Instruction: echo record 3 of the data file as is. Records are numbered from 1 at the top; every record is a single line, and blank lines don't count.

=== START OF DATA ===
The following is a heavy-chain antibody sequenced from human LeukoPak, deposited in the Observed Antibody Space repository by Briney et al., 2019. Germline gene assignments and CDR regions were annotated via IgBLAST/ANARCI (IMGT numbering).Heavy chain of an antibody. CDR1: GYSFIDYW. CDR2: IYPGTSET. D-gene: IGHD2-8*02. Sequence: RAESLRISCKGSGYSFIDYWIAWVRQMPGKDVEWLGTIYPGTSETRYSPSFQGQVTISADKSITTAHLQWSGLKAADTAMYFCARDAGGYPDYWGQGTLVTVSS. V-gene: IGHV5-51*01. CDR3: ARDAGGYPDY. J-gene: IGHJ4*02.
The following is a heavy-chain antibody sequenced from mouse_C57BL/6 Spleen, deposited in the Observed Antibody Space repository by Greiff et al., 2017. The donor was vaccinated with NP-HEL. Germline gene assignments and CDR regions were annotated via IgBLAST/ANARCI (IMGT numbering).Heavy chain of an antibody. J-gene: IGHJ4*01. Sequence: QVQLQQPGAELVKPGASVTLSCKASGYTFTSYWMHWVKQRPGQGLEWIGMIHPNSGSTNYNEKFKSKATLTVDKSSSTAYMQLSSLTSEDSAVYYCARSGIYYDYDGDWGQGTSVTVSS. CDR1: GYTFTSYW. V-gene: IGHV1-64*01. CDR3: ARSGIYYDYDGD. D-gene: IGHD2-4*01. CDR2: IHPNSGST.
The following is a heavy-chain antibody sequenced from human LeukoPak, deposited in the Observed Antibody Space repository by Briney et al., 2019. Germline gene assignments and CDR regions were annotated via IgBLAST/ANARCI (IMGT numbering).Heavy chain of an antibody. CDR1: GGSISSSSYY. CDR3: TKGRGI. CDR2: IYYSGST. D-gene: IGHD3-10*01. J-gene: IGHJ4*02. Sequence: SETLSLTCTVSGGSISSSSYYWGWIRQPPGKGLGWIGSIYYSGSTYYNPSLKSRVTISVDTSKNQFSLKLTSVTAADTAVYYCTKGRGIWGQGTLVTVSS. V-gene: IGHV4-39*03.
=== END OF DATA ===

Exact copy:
The following is a heavy-chain antibody sequenced from human LeukoPak, deposited in the Observed Antibody Space repository by Briney et al., 2019. Germline gene assignments and CDR regions were annotated via IgBLAST/ANARCI (IMGT numbering).Heavy chain of an antibody. CDR1: GGSISSSSYY. CDR3: TKGRGI. CDR2: IYYSGST. D-gene: IGHD3-10*01. J-gene: IGHJ4*02. Sequence: SETLSLTCTVSGGSISSSSYYWGWIRQPPGKGLGWIGSIYYSGSTYYNPSLKSRVTISVDTSKNQFSLKLTSVTAADTAVYYCTKGRGIWGQGTLVTVSS. V-gene: IGHV4-39*03.